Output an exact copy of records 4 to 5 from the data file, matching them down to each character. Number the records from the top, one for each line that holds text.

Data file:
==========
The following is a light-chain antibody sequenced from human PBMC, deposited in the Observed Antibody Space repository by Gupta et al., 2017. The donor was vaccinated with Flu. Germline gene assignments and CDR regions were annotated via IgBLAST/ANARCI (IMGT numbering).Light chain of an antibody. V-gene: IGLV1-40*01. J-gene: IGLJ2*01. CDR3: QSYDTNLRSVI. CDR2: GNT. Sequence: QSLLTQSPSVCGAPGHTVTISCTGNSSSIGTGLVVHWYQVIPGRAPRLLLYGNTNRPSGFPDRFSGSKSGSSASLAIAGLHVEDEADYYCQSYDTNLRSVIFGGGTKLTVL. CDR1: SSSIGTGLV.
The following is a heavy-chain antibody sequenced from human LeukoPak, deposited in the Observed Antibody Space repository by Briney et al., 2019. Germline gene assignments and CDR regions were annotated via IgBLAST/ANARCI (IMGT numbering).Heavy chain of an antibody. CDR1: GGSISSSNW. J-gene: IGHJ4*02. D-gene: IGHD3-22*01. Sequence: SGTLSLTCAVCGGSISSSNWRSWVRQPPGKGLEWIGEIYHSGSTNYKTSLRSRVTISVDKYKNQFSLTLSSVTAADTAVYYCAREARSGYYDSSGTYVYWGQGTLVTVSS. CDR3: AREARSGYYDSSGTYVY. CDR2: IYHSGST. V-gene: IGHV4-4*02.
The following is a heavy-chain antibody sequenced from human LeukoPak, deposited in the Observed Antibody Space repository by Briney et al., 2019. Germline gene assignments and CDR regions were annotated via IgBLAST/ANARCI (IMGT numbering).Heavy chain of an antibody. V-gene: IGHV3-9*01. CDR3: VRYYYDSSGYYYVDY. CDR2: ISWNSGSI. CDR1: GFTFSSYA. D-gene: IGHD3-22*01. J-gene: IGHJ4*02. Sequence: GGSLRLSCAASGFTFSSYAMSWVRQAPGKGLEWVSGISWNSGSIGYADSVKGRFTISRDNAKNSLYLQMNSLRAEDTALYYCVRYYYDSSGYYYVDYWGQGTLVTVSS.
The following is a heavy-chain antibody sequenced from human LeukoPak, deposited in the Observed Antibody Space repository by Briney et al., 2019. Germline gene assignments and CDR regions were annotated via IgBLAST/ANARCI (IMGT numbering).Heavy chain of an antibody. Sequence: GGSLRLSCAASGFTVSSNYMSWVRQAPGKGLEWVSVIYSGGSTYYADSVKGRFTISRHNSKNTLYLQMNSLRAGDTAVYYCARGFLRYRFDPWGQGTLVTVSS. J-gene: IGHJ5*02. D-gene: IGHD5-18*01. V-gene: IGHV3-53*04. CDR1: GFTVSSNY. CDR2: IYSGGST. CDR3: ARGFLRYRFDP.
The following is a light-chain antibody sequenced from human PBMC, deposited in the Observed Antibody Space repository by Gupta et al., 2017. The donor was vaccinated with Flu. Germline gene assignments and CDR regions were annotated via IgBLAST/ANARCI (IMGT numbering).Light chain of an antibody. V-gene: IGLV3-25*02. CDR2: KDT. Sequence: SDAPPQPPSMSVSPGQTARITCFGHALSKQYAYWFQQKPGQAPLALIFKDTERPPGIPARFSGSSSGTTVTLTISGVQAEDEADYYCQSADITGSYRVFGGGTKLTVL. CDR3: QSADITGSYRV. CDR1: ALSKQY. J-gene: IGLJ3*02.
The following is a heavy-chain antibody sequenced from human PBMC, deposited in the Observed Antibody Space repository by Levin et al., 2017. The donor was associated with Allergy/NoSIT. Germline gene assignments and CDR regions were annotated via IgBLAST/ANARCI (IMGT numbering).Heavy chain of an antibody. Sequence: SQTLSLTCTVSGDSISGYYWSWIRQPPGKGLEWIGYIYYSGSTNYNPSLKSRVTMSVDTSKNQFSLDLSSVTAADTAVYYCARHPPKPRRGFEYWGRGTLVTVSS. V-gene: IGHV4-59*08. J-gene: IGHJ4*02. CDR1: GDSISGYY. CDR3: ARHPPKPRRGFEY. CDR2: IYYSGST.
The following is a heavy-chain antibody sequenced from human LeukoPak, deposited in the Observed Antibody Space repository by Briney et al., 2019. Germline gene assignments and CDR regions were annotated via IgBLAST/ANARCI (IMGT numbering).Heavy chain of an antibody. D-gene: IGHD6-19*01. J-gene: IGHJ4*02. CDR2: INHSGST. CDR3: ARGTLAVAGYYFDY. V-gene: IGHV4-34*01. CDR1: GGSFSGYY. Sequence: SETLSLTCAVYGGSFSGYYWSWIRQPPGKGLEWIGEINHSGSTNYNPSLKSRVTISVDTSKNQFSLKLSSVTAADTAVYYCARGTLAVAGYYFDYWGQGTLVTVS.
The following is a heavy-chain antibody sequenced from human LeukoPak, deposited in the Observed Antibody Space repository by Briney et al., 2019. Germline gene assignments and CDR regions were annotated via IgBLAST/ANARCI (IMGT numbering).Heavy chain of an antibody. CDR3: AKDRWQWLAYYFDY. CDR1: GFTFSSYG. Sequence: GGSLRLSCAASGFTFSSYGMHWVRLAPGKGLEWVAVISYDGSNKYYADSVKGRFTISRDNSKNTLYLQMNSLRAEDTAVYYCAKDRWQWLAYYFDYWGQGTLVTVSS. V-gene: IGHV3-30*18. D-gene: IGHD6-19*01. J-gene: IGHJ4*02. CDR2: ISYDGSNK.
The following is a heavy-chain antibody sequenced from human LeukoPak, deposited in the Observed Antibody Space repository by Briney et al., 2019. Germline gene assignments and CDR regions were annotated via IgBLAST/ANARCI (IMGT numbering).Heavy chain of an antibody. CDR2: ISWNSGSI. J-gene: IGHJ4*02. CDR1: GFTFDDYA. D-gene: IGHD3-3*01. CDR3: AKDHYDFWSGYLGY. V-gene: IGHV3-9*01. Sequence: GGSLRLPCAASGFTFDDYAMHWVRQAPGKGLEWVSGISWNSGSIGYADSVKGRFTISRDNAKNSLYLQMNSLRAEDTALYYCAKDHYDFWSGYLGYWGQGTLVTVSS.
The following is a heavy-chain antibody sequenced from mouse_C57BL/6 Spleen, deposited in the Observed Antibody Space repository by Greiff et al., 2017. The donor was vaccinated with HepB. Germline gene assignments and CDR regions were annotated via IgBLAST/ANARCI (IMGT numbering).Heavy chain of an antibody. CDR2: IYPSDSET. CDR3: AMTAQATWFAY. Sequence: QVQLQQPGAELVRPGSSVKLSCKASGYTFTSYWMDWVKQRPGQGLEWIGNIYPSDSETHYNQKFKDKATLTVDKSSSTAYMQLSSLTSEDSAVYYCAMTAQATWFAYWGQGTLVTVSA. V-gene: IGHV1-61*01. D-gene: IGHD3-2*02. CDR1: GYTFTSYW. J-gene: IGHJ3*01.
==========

The following is a heavy-chain antibody sequenced from human LeukoPak, deposited in the Observed Antibody Space repository by Briney et al., 2019. Germline gene assignments and CDR regions were annotated via IgBLAST/ANARCI (IMGT numbering).Heavy chain of an antibody. Sequence: GGSLRLSCAASGFTVSSNYMSWVRQAPGKGLEWVSVIYSGGSTYYADSVKGRFTISRHNSKNTLYLQMNSLRAGDTAVYYCARGFLRYRFDPWGQGTLVTVSS. J-gene: IGHJ5*02. D-gene: IGHD5-18*01. V-gene: IGHV3-53*04. CDR1: GFTVSSNY. CDR2: IYSGGST. CDR3: ARGFLRYRFDP.
The following is a light-chain antibody sequenced from human PBMC, deposited in the Observed Antibody Space repository by Gupta et al., 2017. The donor was vaccinated with Flu. Germline gene assignments and CDR regions were annotated via IgBLAST/ANARCI (IMGT numbering).Light chain of an antibody. V-gene: IGLV3-25*02. CDR2: KDT. Sequence: SDAPPQPPSMSVSPGQTARITCFGHALSKQYAYWFQQKPGQAPLALIFKDTERPPGIPARFSGSSSGTTVTLTISGVQAEDEADYYCQSADITGSYRVFGGGTKLTVL. CDR3: QSADITGSYRV. CDR1: ALSKQY. J-gene: IGLJ3*02.